A few days after President Trump's nakedly partisan and colorful speech to the children and teens gathered in West Virginia for the Boy Scout National Jamboree, Michael Surbaugh, the head of Boy Scouts of America, issued an apology "to those in our Scouting family who were offended by the political rhetoric that was inserted." The Boy Scouts is a nonpartisan organization, he said, and "we sincerely regret that politics were inserted into the Scouting program." In a July 25 interview with The Wall Street Journal, Trump told a different version of events from the night before, according to a transcript published by Politico on Tuesday.
Trump told Wall Street Journal editor-in-chief Gerard Baker, Baker's deputy, and three political reporters that he drew the "biggest crowd they've ever had" at the Jamboree, then asked what the Journal interviewers thought. "I thought it was an interesting speech in the context of the Boy Scouts," one WSJ member replied, mentioning the "feedback from former Scouts." Trump asked if these Scouts liked the speech, and a reporter said the reaction "seemed mixed," drawing a laugh from Trump and an assurance that "they loved it" and there "was a standing ovation from the time I walked out on the stage." Trump continued:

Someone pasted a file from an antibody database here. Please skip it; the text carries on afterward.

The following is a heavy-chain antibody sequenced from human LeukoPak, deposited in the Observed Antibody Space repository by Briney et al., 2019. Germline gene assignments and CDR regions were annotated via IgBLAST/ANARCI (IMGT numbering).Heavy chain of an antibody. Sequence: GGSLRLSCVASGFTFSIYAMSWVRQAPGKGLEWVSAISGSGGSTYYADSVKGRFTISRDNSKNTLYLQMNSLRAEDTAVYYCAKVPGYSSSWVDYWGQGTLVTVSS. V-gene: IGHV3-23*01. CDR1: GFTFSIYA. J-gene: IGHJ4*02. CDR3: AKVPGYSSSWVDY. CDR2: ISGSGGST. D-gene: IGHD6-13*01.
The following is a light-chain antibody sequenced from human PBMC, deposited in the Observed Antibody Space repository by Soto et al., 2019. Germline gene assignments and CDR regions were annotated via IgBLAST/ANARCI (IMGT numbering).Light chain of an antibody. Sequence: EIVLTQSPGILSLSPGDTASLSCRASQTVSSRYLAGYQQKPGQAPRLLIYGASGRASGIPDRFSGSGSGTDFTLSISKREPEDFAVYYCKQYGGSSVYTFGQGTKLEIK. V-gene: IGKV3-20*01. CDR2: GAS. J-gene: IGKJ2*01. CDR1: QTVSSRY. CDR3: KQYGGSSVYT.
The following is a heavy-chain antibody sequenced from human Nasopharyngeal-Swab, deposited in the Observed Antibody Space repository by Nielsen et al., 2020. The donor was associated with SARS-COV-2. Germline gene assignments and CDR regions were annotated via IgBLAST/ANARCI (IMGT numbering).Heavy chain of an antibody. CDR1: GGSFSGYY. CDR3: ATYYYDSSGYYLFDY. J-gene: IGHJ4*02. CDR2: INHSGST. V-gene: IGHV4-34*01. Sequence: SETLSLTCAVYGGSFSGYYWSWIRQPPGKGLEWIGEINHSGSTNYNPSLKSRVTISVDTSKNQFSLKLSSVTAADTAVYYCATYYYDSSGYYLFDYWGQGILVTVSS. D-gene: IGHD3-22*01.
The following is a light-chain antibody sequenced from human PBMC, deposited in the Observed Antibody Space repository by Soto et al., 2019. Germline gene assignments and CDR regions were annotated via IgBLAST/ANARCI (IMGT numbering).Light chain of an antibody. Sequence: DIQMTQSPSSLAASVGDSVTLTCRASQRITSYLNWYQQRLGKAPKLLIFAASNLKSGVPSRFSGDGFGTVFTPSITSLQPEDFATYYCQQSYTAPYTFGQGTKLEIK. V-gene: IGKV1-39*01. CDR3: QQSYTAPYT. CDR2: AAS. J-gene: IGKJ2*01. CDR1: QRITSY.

The initial response to Trump's speech from the Boy Scouts was pretty bland, but if you're wondering why Surbaugh would lavish such praise on such an obviously controversial speech, according to Toronto Star Washington correspondent Daniel Dale, he didn't.
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